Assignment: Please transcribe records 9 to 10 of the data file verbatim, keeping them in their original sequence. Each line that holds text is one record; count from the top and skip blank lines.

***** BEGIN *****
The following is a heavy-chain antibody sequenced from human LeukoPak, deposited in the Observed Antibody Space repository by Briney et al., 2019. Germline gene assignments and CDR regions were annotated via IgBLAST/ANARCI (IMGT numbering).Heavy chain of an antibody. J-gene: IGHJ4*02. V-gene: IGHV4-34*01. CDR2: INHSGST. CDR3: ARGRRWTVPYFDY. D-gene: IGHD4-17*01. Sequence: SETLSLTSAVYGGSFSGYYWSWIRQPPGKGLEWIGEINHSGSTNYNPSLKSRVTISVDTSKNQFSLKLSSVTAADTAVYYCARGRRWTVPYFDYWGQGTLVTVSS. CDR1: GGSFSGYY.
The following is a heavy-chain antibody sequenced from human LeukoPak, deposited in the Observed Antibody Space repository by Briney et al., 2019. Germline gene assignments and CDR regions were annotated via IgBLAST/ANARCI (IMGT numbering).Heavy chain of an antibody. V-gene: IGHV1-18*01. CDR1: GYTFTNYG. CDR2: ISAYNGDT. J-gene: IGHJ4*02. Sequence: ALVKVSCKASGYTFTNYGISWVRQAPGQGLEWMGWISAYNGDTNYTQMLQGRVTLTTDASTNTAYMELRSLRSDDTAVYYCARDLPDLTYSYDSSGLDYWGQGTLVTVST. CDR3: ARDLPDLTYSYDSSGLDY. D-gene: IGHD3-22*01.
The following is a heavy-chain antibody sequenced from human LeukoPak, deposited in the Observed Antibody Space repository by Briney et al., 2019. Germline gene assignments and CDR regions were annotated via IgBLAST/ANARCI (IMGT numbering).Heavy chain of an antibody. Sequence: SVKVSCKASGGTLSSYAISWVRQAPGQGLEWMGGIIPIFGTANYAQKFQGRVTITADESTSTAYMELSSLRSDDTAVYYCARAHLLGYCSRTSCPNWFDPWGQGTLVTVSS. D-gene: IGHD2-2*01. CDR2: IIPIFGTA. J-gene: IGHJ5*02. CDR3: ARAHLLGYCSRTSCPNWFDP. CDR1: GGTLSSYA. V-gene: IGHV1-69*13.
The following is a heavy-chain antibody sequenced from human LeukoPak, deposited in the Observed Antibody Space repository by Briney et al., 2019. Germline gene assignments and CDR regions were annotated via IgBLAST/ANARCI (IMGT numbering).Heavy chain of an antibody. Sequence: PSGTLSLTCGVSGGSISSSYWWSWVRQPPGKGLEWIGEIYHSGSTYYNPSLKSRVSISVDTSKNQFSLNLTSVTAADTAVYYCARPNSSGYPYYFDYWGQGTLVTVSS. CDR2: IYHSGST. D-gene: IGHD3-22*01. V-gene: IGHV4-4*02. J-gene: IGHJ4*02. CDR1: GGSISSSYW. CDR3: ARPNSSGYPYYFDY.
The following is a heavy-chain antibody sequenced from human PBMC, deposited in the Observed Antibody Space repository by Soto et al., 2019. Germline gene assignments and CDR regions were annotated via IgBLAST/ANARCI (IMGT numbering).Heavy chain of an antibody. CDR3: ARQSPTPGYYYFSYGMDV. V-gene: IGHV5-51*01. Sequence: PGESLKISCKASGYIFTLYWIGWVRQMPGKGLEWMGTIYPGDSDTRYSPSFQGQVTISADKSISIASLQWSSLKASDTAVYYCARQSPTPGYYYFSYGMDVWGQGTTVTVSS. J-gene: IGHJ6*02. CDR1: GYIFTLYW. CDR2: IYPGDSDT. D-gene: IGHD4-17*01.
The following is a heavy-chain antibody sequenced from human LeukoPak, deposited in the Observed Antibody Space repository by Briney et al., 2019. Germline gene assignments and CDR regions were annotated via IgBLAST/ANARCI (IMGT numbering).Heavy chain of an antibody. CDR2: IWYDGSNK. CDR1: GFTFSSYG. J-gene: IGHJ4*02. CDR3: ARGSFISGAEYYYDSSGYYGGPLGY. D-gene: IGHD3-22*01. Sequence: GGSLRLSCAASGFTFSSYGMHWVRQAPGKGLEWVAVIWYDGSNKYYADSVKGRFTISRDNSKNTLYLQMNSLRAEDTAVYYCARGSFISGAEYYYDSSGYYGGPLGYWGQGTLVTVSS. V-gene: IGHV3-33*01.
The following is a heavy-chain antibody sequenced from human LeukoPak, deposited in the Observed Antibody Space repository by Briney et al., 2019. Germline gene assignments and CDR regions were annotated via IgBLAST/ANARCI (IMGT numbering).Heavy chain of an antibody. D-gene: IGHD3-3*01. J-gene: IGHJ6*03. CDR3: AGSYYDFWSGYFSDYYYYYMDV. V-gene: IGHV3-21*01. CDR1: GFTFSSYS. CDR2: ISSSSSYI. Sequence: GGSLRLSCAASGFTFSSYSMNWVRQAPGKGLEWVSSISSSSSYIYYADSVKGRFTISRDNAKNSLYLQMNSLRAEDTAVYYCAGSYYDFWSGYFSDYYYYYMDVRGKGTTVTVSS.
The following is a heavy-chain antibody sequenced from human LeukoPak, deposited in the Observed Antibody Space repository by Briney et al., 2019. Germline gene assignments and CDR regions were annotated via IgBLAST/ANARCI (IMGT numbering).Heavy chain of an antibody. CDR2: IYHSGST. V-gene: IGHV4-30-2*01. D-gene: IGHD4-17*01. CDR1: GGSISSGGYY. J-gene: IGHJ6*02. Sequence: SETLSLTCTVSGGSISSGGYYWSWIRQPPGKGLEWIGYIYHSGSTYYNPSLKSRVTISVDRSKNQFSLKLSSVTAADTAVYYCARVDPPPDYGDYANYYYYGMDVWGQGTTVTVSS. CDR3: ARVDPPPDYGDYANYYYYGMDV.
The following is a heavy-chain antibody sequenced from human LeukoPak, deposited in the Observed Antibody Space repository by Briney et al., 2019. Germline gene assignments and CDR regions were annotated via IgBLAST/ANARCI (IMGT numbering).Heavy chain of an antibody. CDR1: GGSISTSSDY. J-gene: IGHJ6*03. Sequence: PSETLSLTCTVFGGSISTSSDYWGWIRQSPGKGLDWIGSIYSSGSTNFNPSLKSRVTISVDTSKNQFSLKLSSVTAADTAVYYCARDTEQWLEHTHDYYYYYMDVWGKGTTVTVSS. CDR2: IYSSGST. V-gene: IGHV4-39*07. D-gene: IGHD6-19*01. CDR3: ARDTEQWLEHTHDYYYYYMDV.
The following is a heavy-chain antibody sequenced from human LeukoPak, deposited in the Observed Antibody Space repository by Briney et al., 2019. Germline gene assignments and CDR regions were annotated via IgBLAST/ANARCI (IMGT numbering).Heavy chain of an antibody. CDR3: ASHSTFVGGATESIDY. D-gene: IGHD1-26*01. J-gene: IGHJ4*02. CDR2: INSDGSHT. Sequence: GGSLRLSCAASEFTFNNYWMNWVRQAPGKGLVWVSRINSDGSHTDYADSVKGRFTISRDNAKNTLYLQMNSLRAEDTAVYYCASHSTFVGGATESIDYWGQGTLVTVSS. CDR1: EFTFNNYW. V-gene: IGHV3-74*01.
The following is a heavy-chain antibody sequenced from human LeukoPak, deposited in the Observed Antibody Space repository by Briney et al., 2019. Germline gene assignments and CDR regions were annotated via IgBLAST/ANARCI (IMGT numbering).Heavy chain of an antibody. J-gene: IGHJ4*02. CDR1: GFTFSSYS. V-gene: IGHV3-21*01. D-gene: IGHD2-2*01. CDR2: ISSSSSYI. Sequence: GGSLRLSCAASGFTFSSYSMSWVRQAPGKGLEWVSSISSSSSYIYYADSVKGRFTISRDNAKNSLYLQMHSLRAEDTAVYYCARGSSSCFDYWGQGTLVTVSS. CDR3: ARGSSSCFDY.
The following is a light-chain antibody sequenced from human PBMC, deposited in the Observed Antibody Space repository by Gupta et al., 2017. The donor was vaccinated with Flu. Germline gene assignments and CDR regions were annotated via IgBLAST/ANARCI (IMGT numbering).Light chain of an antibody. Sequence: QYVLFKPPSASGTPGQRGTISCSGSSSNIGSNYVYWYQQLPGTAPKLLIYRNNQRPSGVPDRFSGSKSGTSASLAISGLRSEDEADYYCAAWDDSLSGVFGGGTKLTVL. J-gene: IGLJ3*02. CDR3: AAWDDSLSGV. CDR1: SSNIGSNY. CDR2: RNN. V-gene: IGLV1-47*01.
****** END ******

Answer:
The following is a heavy-chain antibody sequenced from human LeukoPak, deposited in the Observed Antibody Space repository by Briney et al., 2019. Germline gene assignments and CDR regions were annotated via IgBLAST/ANARCI (IMGT numbering).Heavy chain of an antibody. CDR1: GGSISTSSDY. J-gene: IGHJ6*03. Sequence: PSETLSLTCTVFGGSISTSSDYWGWIRQSPGKGLDWIGSIYSSGSTNFNPSLKSRVTISVDTSKNQFSLKLSSVTAADTAVYYCARDTEQWLEHTHDYYYYYMDVWGKGTTVTVSS. CDR2: IYSSGST. V-gene: IGHV4-39*07. D-gene: IGHD6-19*01. CDR3: ARDTEQWLEHTHDYYYYYMDV.
The following is a heavy-chain antibody sequenced from human LeukoPak, deposited in the Observed Antibody Space repository by Briney et al., 2019. Germline gene assignments and CDR regions were annotated via IgBLAST/ANARCI (IMGT numbering).Heavy chain of an antibody. CDR3: ASHSTFVGGATESIDY. D-gene: IGHD1-26*01. J-gene: IGHJ4*02. CDR2: INSDGSHT. Sequence: GGSLRLSCAASEFTFNNYWMNWVRQAPGKGLVWVSRINSDGSHTDYADSVKGRFTISRDNAKNTLYLQMNSLRAEDTAVYYCASHSTFVGGATESIDYWGQGTLVTVSS. CDR1: EFTFNNYW. V-gene: IGHV3-74*01.